anonymous asked:

can you write a one shot about abby being comfortable napping around marcus and him taking care of her and stuff??

Ten Kisses
A Kabby Ficlet Series

Part V

Prompt: Marcus taking care of Abby (this has been sitting in my inbox since after 3x01, so thanks for your patience, anon!)

(Part I   Part II    Part III     Part IV)

Something shifts between them after that night, faint and almost imperceptible, nothing that either of them can pinpoint or name. A subtle wisp of a thing, always just out of reach, but it’s there, and it suddenly makes everything different.

It’s something, Abby finds herself thinking in maddeningly vague terms, to do with the way Marcus suddenly … takes up space.

She’s always been aware of him – even at his worst, he’s a difficult man to ignore – but there’s something new there now, a hair-trigger sensitivity to each other they can’t seem to switch off.  If he hears her across the room take a sharp deep breath, his head snaps up as if readying for another panic attack. If she’s working a shift alone in Medical after Jackson and Murphy are off for the night, he comes by to check on her or brings his tablet in with him and works from the desk in the corner.  She can feel him watching her, but it’s not like it was on the Ark.  Not a threat, but a comfort. 

Marcus sees her.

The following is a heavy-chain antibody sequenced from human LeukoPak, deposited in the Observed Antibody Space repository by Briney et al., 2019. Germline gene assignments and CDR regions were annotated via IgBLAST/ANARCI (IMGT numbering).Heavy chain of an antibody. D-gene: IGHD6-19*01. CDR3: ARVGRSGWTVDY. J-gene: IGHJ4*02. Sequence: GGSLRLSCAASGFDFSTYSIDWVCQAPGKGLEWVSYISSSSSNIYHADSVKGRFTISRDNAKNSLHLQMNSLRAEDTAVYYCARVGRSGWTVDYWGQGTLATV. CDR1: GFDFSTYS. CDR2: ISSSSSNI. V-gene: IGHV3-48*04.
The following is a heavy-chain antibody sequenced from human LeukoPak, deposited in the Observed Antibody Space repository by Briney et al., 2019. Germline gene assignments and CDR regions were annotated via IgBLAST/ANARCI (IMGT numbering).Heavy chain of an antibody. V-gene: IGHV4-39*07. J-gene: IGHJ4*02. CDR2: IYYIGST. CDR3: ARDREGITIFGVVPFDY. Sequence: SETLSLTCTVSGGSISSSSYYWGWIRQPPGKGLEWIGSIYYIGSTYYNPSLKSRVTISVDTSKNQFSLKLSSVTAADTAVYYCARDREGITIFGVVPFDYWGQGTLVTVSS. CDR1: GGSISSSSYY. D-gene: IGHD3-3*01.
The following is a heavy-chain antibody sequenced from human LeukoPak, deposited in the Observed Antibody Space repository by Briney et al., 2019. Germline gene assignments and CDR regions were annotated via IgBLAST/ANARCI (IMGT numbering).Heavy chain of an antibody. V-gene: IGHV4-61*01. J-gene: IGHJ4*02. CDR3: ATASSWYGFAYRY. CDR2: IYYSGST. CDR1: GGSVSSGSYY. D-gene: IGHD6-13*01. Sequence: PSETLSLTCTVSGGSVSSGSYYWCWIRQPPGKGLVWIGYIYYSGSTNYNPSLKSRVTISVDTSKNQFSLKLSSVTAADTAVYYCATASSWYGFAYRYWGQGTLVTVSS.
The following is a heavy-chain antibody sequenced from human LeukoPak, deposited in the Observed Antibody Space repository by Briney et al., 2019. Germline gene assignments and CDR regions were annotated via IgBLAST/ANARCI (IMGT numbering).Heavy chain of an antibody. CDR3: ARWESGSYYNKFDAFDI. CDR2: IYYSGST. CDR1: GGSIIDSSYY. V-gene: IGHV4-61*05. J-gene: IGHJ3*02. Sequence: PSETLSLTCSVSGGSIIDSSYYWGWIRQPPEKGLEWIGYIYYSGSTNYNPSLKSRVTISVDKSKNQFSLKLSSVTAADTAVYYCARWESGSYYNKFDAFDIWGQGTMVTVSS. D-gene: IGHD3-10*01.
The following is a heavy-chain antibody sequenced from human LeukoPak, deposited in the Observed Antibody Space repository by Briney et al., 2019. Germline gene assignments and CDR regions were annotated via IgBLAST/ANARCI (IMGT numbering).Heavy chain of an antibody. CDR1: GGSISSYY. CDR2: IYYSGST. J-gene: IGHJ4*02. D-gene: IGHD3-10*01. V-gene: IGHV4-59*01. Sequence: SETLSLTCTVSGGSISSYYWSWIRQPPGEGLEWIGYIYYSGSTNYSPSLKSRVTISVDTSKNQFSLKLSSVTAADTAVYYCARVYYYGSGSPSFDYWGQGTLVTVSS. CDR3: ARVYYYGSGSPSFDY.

And she sees him, too.  He can feel her gaze whenever he talks to Bellamy, around whom he‘s still sometimes skittish.  Bellamy too is gentle with Marcus, reassuring, careful.  The bruises are almost faded, you have to look carefully, and Bellamy puts his jacket on before coming into the Chancellor’s office, which hides everything but the faint mark of one thumb beneath his Adam’s apple.  But every once in awhile, Marcus will make a sudden movement - say, to catch a glass of water that’s about to tip over - and Bellamy’s whole body will flinch and tighten like a spooked horse preparing to bolt, and then the weight of a crushing sadness will descend onto Marcus’ shoulders, causing his whole body to sink beneath its weight.  They stare at each other in silence, desperate mute apology contorting both their faces - Kane for the bruise he now can’t ignore, Bellamy for reminding him of it - until Abby steps in.  He doesn’t see the bruise if Abby’s hand is resting on his arm, if her knee bumps lightly against his own under the table.  If he loses his train of thought, her touch steadies him and brings him back to himself.  Bellamy never says anything about it - never gives any indication that he even sees - but she observes him saving his visits to the Chancellor’s office for when he knows that Abby is there too.